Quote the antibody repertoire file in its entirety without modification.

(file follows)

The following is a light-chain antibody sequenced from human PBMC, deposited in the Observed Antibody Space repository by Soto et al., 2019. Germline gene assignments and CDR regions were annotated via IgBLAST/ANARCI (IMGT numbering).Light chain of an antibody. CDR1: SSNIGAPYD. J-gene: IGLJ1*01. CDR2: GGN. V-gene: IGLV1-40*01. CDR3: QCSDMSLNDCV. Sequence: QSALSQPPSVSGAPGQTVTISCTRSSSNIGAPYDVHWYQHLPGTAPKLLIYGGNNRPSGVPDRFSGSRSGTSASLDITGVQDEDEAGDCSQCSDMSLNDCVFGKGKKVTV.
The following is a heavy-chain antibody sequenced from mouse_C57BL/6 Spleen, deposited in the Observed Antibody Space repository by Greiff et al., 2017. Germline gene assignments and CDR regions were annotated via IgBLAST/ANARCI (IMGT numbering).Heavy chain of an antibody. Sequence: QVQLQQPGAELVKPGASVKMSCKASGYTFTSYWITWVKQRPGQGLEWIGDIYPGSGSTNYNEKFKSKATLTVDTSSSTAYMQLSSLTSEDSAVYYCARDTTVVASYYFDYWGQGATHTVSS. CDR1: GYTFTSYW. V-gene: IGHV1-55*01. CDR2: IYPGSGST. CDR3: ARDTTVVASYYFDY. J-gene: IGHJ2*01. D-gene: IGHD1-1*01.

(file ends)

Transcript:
The following is a light-chain antibody sequenced from human PBMC, deposited in the Observed Antibody Space repository by Soto et al., 2019. Germline gene assignments and CDR regions were annotated via IgBLAST/ANARCI (IMGT numbering).Light chain of an antibody. CDR1: SSNIGAPYD. J-gene: IGLJ1*01. CDR2: GGN. V-gene: IGLV1-40*01. CDR3: QCSDMSLNDCV. Sequence: QSALSQPPSVSGAPGQTVTISCTRSSSNIGAPYDVHWYQHLPGTAPKLLIYGGNNRPSGVPDRFSGSRSGTSASLDITGVQDEDEAGDCSQCSDMSLNDCVFGKGKKVTV.
The following is a heavy-chain antibody sequenced from mouse_C57BL/6 Spleen, deposited in the Observed Antibody Space repository by Greiff et al., 2017. Germline gene assignments and CDR regions were annotated via IgBLAST/ANARCI (IMGT numbering).Heavy chain of an antibody. Sequence: QVQLQQPGAELVKPGASVKMSCKASGYTFTSYWITWVKQRPGQGLEWIGDIYPGSGSTNYNEKFKSKATLTVDTSSSTAYMQLSSLTSEDSAVYYCARDTTVVASYYFDYWGQGATHTVSS. CDR1: GYTFTSYW. V-gene: IGHV1-55*01. CDR2: IYPGSGST. CDR3: ARDTTVVASYYFDY. J-gene: IGHJ2*01. D-gene: IGHD1-1*01.